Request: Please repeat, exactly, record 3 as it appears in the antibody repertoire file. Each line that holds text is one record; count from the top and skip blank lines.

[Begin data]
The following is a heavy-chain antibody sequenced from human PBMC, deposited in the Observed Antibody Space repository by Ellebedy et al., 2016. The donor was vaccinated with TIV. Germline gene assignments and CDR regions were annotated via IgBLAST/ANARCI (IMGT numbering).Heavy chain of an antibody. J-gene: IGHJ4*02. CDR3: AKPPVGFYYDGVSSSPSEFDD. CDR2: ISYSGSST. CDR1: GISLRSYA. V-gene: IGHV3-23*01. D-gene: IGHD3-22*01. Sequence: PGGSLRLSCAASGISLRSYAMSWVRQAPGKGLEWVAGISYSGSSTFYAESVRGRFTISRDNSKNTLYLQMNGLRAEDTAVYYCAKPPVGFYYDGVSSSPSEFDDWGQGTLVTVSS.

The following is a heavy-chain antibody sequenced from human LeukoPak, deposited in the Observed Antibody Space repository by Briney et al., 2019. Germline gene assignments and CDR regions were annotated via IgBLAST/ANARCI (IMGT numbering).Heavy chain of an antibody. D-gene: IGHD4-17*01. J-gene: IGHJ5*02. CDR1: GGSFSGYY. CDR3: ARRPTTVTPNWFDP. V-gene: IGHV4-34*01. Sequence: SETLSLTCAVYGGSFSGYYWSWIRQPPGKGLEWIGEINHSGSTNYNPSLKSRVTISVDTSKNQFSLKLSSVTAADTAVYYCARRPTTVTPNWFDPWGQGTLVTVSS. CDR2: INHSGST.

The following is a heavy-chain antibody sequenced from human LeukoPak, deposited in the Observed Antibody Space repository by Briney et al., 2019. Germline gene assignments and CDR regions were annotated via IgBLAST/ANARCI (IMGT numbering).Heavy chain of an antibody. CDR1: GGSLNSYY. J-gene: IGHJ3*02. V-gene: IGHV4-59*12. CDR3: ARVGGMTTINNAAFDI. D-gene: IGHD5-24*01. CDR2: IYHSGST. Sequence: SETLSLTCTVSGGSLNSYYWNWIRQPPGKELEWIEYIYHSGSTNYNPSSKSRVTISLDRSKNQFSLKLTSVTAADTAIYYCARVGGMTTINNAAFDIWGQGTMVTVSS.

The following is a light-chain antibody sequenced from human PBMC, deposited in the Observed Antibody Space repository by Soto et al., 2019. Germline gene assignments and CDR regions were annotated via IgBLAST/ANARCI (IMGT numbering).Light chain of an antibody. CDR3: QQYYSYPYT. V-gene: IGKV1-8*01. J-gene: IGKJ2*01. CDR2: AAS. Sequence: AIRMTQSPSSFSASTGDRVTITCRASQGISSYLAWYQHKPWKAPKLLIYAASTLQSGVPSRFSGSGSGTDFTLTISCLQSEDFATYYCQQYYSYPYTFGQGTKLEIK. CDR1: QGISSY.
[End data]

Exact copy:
The following is a heavy-chain antibody sequenced from human LeukoPak, deposited in the Observed Antibody Space repository by Briney et al., 2019. Germline gene assignments and CDR regions were annotated via IgBLAST/ANARCI (IMGT numbering).Heavy chain of an antibody. CDR1: GGSLNSYY. J-gene: IGHJ3*02. V-gene: IGHV4-59*12. CDR3: ARVGGMTTINNAAFDI. D-gene: IGHD5-24*01. CDR2: IYHSGST. Sequence: SETLSLTCTVSGGSLNSYYWNWIRQPPGKELEWIEYIYHSGSTNYNPSSKSRVTISLDRSKNQFSLKLTSVTAADTAIYYCARVGGMTTINNAAFDIWGQGTMVTVSS.